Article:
Make the Most of Your Time at Home

FREE, On-Demand Webinars on:

David J. Scranton is an Amazon Bestselling Author, money manager, and founder of: Sound Income Strategies, LLC, The Retirement Income Store®, Advisors’ Academy, and Scranton Financial Group. Dave is on a mission to reach 7 out of 10 Baby Boomers with the important message: When it comes to planning and saving for retirement, it’s all about investing for income. With more than 30 years of experience, Dave has specialized in income-generating investment strategies for the past 20 years. Prior to that, he followed a typical business model focused on stock market-based investments. However, in 1999, while many on Wall Street believed the sky was the limit for stock market investors, Dave’s knowledge of history led him to believe something different. It was at this time that Dave made the change to a business model focused primarily on non-stock market, income-generating investment options. As a result, Dave was able to help many of his clients avoid damaging losses during the two major market corrections we’ve experienced since the turn of the century. Invited to appear on CNBC, Bloomberg, and Fox Business, Dave is also the host of his own TV show, The Income Generation, broadcast to 70 million households each Sunday on NewsmaxTV at 10 am.

Click here to get started

Ready to Reopen, America?

By David J. Scranton, Founder of The Retirement Income Store®

I hope all of you are doing well and staying healthy during these difficult times. It seems like things are calming down a bit with some encouraging news coming out recently to suggest a possible light at the end of the tunnel.

Although we’ve reached one million coronavirus cases across the country, the good news is that we seem to be flattening the curve in terms of hospitalizations and new COVID-19 cases. As I write this, recent news suggesting that Dr. Fauci is hopeful about promising clinical trial results for the experimental drug Remdesivir gives us reason to be optimistic.

Amid the good news, I am a bit concerned with the apparent rush to reopen the country and the economy. President Trump seems to be speaking out of both sides of his mouth, first saying that we should keep up social distancing and precautions like wearing masks through mid-summer, then suddenly pushing certain governors to reopen their states and economies ASAP.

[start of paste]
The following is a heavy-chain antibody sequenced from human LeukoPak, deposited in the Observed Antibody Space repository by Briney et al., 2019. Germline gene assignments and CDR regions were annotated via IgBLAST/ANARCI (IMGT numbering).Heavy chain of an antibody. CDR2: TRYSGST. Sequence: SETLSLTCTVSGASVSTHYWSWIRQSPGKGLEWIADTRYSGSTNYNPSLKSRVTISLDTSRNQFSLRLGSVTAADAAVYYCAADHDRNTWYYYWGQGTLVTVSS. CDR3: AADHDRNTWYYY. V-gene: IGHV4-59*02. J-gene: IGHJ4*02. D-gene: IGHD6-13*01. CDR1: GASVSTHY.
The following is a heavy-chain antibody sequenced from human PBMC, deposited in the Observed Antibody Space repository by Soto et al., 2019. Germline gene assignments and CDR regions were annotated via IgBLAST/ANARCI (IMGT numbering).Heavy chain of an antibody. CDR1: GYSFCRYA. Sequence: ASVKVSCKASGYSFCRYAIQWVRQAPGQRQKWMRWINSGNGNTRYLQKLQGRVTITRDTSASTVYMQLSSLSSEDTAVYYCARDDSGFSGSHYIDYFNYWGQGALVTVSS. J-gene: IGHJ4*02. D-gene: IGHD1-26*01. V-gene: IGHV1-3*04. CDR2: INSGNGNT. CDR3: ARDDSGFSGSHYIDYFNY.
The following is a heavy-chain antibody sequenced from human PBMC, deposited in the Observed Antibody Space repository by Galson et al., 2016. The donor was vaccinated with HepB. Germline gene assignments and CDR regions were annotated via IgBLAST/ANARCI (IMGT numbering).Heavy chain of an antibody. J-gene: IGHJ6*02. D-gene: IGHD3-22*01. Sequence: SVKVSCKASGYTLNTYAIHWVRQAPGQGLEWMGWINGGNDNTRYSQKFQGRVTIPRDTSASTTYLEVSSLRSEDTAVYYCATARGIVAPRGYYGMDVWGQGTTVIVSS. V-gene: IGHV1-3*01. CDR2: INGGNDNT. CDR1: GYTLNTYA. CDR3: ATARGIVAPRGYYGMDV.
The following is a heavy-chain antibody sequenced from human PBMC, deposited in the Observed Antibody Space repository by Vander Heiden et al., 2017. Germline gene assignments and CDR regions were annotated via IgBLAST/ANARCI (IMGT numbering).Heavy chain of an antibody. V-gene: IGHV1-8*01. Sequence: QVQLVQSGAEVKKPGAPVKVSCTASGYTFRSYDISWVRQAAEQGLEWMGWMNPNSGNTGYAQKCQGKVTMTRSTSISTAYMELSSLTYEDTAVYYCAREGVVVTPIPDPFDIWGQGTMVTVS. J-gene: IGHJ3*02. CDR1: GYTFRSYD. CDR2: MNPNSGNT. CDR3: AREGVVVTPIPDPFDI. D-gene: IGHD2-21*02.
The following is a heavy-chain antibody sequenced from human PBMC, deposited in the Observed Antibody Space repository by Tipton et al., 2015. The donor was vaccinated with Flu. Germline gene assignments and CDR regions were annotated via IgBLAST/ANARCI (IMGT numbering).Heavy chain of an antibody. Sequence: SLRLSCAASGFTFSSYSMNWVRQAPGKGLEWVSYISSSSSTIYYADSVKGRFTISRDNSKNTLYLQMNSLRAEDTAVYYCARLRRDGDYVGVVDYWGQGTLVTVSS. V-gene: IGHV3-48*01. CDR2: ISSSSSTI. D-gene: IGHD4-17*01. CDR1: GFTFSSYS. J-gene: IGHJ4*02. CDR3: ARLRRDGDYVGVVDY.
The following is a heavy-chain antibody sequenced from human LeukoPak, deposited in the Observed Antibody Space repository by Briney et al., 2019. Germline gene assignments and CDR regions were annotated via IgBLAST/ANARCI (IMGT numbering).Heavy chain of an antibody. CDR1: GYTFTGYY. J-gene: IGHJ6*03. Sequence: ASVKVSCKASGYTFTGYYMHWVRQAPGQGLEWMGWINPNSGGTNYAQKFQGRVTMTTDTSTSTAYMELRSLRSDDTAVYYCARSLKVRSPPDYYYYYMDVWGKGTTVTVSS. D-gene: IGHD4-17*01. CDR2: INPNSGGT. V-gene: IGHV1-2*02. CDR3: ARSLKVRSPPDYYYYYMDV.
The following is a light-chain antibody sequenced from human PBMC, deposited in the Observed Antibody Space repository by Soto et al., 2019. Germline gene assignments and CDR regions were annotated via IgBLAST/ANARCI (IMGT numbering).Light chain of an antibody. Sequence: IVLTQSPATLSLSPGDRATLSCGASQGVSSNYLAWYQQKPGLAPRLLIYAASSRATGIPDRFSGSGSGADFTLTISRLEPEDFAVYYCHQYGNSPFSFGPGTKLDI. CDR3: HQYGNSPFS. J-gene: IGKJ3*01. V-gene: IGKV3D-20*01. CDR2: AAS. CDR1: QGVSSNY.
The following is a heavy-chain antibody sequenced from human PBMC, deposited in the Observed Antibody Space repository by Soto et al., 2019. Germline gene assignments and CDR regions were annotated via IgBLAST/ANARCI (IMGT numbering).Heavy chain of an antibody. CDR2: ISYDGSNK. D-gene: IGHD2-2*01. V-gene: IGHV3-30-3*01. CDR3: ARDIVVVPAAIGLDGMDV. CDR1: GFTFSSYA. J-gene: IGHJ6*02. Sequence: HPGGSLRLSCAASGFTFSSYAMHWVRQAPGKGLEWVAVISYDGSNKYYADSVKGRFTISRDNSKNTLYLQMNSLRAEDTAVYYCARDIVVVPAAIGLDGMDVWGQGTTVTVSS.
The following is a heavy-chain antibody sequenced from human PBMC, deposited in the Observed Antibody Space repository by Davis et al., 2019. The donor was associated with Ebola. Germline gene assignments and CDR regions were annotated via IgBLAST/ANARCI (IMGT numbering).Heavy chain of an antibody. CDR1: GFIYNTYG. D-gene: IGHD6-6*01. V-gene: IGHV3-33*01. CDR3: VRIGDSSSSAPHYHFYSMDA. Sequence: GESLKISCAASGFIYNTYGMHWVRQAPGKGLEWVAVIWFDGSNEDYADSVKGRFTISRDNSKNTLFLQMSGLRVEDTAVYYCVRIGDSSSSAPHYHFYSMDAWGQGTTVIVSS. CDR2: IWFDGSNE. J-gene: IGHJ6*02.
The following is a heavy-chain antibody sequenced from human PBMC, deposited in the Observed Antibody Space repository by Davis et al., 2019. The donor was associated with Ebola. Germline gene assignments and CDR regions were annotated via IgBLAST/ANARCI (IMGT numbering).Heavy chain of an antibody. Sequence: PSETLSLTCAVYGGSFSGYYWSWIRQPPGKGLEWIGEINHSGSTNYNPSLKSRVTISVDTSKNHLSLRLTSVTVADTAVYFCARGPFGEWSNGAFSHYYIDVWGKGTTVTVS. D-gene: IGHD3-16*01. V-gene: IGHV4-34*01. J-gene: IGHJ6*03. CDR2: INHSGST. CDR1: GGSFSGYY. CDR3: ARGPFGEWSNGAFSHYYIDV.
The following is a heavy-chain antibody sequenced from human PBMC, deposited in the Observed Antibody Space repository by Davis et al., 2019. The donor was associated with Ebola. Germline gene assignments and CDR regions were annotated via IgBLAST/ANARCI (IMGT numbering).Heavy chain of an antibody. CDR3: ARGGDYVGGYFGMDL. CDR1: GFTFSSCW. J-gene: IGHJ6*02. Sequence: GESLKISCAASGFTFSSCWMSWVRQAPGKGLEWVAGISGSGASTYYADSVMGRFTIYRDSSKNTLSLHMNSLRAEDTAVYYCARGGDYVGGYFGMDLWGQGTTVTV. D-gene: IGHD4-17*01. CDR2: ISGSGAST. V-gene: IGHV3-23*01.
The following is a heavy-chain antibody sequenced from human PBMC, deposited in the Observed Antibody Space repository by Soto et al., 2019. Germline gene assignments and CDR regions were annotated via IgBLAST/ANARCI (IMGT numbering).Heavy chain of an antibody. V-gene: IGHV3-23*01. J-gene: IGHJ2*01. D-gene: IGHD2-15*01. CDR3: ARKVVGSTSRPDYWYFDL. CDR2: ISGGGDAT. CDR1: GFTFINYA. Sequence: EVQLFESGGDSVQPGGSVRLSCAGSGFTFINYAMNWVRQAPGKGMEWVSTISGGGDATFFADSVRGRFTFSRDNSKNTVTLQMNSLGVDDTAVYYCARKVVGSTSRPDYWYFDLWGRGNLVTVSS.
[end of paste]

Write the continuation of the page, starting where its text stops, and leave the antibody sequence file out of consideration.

Many Americans have also started protesting, saying they want the country to reopen so they can get back to work, which is understandable.

My biggest concern, however, is preventing a second wave. I’m afraid that if we rush to reopen too soon, it could be similar to when someone gets cancer and it goes into remission. Then, that cancer returns. However, the second time it tends to come back with a vengeance.

I’ve frequently mentioned on my show The Income Generation that in many ways, your health is your wealth during retirement. Without your health, all the money in the world won’t matter much.

So, the most important thing I want to stress with each of you is to continue taking precautions to keep yourself safe and healthy. Just because a government official says it is time to reopen doesn’t mean you have to rush and take risks you are not comfortable with.

Right now, the reports on the news can be unnerving. It can be easy to get into a negative frame of mind. Others might feel depressed as a result of so much time alone in quarantine.

I believe that by getting plenty of rest, eating right, and finding time to do a little exercise—if allowed by your doctor—you can go a long way in maintaining your physical and mental health, so you can make it through this difficult time happy and healthy.

Why Par Matters


With all the uncertainty circulating about the coronavirus and its impact on the economy, the financial markets have experienced their fair share of volatility recently.

Huge stock market losses during March caused stock market investors plenty of heartache and stress. During this same time, many who have been Investing for Income experienced smaller losses—with most only being losses on paper, because of what is known as Par Value.

When you place your money in fixed income investments, or what we like to call Investing for Income, you get a par value. Here’s why that matters.

Since bonds are debt instruments, they have a fixed interest payment and a fixed amount that has to be repaid at maturity—known as the Par Value. So, if the market value of that bond happens to drop below the par value, bond holders still receive the par value at maturity, provided there are no defaults.

Preferred stock is a class of equities that also have a fixed dividend and a par value. That means that if the market value of those shares drops below the par value, investors will still receive the fixed dividend payment, provided there are no defaults.

If that company ever wants to redeem or call those shares, those shares get called back at par value.

Another way fixed income investors can take advantage of par values is to invest in Business Development Corporations, or BDCs. Although BDCs do not have a par value, they do have loans to businesses inside their portfolios, and those loans do have a par value.

In addition to helping investors limit their possible losses, history has shown that investors who’ve held these types of debt instruments and had them drop in value during major downturns, like the Financial Crisis of 2008, generally saw their asset values recover more rapidly than common stock prices.

These are just a few reasons why I believe Investing for Income is such a great option for anyone who is retired, or within 10 years of retirement.

Bonds vs. Bond Mutual Funds

During difficult times like we’ve been facing lately, a common realization for investors nearing retirement is that they might be taking on more stock market risk than they should. Naturally, most will ask their financial advisors about diversifying into fixed income investments.

Unfortunately, most advisors will just take the easy way out and offer you a bond mutual fund.